Hyejin Cho, Wonjun Choi and Hyunju Lee (2017) A method for named entity normalization in biomedical articles: application to diseases and plants. BMC Bioinformatics, 13 October 2017;18(1):451. (IF: 2.448) (JCR 2016: 10/57, 17.5%, MATHEMATICAL & COMPUTATIONAL BIOLOGY)

A method for named entity normalization in biomedical articles: application to diseases and plants.

 

Abstract

Background: In biomedical articles, a named entity recognition (NER) technique that identifies entity names from texts is an important element for extracting biological knowledge from articles. After NER is applied to articles, the next step is to normalize the identified names into standard concepts (i.e., disease names are mapped to the National Library of Medicine’s Medical Subject Headings disease terms). In biomedical articles, many entity normalization methods rely on domain-specific dictionaries for resolving synonyms and abbreviations. However, the dictionaries are not comprehensive except for some entities such as genes. In recent years, biomedical articles have accumulated rapidly, and neural network-based algorithms that incorporate a large amount of unlabeled data have shown considerable success in several natural language processing problems.

Results: In this study, we propose an approach for normalizing biological entities, such as disease names and plant names, by using word embeddings to represent semantic spaces. For diseases, training data from the National Center for Biotechnology Information (NCBI) disease corpus and unlabeled data from PubMed abstracts were used to construct word representations. For plants, a training corpus that we manually constructed and unlabeled PubMed abstracts were used to represent word vectors. We showed that the proposed approach performed better than the use of only the training corpus or only the unlabeled data and showed that the normalization accuracy was improved by using our model even when the dictionaries were not comprehensive. We obtained F-scores of 0.808 and 0.690 for normalizing the NCBI disease corpus and manually constructed plant corpus, respectively. We further evaluated our approach using a data set in the disease normalization task of the BioCreative V challenge. When only the disease corpus was used as a dictionary, our approach significantly outperformed the best system of the task.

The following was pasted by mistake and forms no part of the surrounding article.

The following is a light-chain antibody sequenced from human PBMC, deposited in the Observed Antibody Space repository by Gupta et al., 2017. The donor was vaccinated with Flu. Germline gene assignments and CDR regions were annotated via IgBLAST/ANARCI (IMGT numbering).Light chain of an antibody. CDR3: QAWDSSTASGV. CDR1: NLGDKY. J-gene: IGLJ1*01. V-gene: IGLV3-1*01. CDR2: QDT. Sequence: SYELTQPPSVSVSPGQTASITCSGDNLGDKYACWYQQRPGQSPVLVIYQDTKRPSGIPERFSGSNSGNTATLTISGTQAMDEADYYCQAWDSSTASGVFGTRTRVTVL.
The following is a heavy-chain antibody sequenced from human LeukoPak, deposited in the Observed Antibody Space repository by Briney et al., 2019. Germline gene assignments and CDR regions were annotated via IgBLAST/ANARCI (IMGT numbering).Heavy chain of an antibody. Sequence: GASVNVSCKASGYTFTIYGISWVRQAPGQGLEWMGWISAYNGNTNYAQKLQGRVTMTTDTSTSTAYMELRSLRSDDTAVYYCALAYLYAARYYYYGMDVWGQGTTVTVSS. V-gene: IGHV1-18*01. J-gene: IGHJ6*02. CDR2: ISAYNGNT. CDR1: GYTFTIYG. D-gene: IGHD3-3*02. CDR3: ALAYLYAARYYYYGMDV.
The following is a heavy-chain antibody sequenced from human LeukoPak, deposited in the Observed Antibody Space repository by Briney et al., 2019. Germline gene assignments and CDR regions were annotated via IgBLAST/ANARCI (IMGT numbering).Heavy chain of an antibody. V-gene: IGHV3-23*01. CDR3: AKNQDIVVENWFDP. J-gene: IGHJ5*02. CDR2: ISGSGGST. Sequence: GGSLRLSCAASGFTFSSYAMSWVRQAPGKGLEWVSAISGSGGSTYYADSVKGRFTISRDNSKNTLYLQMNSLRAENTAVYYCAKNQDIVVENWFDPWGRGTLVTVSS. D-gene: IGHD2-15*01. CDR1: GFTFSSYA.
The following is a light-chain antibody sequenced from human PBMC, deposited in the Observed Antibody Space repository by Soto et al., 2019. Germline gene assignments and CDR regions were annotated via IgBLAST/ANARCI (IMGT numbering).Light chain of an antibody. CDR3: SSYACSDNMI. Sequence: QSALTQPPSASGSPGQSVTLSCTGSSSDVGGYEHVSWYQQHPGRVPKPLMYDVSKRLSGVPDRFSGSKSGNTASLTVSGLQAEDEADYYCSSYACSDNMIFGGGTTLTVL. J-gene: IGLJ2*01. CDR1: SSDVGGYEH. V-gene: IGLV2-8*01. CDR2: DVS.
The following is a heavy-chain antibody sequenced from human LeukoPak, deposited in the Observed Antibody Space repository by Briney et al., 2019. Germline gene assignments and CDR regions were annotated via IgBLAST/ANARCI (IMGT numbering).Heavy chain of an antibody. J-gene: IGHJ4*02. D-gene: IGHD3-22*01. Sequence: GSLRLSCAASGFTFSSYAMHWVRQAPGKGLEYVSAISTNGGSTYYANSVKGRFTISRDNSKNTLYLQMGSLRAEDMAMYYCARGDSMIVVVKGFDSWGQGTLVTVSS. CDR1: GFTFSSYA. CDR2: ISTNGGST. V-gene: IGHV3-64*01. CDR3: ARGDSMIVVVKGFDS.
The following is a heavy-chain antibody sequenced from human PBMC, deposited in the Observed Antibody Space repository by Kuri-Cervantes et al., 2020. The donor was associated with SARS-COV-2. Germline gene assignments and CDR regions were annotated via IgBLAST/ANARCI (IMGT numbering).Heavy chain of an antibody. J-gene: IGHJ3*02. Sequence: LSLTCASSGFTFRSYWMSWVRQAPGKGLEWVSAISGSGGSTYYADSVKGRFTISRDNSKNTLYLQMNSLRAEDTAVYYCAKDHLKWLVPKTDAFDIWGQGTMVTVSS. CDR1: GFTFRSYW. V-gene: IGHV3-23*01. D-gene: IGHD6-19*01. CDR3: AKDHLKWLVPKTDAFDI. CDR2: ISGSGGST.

Conclusions: The proposed approach shows robust performance for normalizing biological entities. The manually constructed plant corpus and the proposed model are available at http://gcancer.org/plant and http://gcancer.org/normalization, respectively.

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